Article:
Many companies, including those in the cleantech industry, seek to raise venture capital to support or stimulate growth. Other companies raise venture funding to establish credibility or to access resource networks that their venture capital partners have developed through years of experience. A seasoned venture partner often becomes a valuable confidant, advisor, and sounding board for executives or founders. If you are planning to seek venture capital financing for these or other strategic reasons, there are certain measures you can take to position your cleantech company for venture capital financing.

  • Structure of your business entity. Venture capital funds prefer the “C corporation” as a form of entity to invest in. These investors view limited liability companies (LLCs) as being more difficult to use equity as currency for acquiring businesses in the future and cumbersome to use for growing a business that desires to attract employees with equity. Additionally, such entities do not, and often cannot, conduct initial public offerings.
  • Allocation and pricing of equity interests. Since there is no real “market” for the equity interests of your cleantech company, decisions on what percentages of such interests to allocate to founders, employees, and other service providers, and at what price, are critical and highly fact-specific. Before making an investment, venture partners want to make sure that those individuals running the business have the largest equity stake in the company. Although it is common for founders to be issued equity for a nominal amount of money, seed investors, employees, and other service providers should only own an equity percentage—and receive such percentage at a price—that is reasonable and proportionate when compared to their contributions to the business and how long they will continue to serve the enterprise. (Vesting may be appropriate, particularly with stock options.)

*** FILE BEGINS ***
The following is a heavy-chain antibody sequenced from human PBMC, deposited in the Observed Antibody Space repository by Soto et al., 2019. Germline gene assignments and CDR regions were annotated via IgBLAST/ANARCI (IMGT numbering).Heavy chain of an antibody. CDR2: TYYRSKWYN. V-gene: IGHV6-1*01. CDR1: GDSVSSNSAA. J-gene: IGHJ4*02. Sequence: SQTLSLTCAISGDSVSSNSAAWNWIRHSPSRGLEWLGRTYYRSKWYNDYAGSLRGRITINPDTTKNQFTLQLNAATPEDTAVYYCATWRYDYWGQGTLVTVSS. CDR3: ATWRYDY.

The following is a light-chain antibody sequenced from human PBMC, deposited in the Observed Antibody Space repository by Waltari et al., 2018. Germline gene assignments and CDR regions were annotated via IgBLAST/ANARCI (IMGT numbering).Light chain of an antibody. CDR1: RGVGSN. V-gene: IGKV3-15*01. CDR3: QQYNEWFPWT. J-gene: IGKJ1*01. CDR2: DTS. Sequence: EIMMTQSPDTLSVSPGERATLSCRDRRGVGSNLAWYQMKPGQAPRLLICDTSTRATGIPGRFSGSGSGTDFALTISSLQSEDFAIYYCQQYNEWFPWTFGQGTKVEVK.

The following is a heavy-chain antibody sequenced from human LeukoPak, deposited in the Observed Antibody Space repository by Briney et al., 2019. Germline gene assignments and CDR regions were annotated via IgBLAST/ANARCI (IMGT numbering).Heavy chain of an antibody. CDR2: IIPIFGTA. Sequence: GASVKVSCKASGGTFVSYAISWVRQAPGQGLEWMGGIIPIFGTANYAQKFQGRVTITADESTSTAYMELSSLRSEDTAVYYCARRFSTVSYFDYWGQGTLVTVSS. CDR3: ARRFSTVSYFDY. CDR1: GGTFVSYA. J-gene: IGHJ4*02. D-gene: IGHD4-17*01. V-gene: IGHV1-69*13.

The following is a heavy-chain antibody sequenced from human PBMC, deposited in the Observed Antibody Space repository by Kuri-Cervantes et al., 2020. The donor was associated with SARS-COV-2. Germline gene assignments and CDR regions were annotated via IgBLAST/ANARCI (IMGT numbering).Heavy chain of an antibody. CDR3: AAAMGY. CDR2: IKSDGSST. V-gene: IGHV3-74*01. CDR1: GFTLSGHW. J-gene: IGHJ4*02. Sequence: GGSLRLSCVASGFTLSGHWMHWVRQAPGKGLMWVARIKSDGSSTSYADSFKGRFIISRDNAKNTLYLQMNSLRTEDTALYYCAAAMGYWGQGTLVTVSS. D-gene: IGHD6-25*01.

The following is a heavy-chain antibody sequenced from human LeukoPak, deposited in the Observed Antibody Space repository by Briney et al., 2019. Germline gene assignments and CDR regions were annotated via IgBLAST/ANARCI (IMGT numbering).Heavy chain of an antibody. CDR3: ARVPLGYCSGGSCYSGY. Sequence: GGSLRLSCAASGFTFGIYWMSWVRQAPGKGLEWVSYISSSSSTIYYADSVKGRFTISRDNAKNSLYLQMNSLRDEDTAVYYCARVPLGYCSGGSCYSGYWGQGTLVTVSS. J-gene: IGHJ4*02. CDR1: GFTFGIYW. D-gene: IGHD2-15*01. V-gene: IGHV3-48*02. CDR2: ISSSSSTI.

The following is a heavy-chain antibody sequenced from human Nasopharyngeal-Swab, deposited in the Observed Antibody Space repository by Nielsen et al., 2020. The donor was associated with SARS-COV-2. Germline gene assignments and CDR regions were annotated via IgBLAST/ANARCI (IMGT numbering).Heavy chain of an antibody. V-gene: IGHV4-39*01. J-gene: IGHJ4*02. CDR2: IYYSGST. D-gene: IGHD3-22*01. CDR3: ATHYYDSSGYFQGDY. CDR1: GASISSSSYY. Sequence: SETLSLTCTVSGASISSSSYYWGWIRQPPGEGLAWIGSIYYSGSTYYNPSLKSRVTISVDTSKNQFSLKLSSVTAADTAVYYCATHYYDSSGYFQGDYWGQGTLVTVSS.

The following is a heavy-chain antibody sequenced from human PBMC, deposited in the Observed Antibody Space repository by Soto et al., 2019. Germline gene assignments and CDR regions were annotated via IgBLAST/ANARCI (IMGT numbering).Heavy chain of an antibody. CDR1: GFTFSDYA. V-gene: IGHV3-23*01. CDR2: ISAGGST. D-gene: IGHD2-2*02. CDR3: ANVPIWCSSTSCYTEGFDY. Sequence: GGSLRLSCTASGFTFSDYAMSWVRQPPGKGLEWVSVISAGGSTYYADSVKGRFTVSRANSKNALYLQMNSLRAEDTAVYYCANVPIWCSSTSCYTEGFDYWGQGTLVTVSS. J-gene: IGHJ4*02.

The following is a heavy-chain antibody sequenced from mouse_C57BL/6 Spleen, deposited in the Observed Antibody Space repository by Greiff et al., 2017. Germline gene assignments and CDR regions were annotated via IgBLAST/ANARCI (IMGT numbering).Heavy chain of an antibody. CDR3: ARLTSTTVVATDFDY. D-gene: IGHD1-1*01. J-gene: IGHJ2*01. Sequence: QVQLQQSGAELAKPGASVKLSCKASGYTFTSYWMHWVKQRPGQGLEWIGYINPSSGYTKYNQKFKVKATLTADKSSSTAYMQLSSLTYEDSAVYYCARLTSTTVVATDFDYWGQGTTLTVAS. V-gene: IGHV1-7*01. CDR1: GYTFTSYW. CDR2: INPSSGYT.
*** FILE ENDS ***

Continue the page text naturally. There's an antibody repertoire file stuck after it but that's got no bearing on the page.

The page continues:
• Quality of management. Many venture capital funds consider management team quality to be the most important factor when conducting due diligence for a potential investment. Management will be evaluated on its maturity, expertise, creativity, commitment, leadership skills, and communication skills. The ability of top management to attract, develop, and retain new talent is imperative. Venture partners do not want to run your cleantech business. They seek management that is competent and capable to do so with leadership that will create a substantial return on their investment.
  • Lock up your intellectual property. Seek strategic and adequate protection of your company’s intellectual property (i.e., patents, copyrights, and trademarks) through registration with the U.S. Patent and Trademark Office. In addition, protect your business’s know-how, trade secrets, and other intellectual property rights through contracts, including, without limitation, (i) technology assignment agreements with founders; (i) invention assignment or proprietary assignment agreements with employees; (iii) consulting agreements for other service providers; (iv) licenses from third parties; and (v) non-solicitation and non-compete agreements among founders and by employees (scope of enforceability may vary by state).
  • Hiring and wage considerations. All persons who work full-time and, in some cases, those who work part-time for your cleantech company will be deemed employees for purposes of federal and state wage laws, even if you do not label them “employees”. If there is a misclassification with respect to whether a person is serving your business as an employee or an independent contractor, there may be substantial potential liability with respect to, without limitation, minimum wage/exempt minimum wage requirements and tax withholding requirements.

By undertaking strategic planning and consulting with experienced professionals such as accountants and attorneys at the outset of your cleantech business, potential venture capital partners will be more attracted to your company for investment purposes. The above includes some but not all of the material issues to be considered.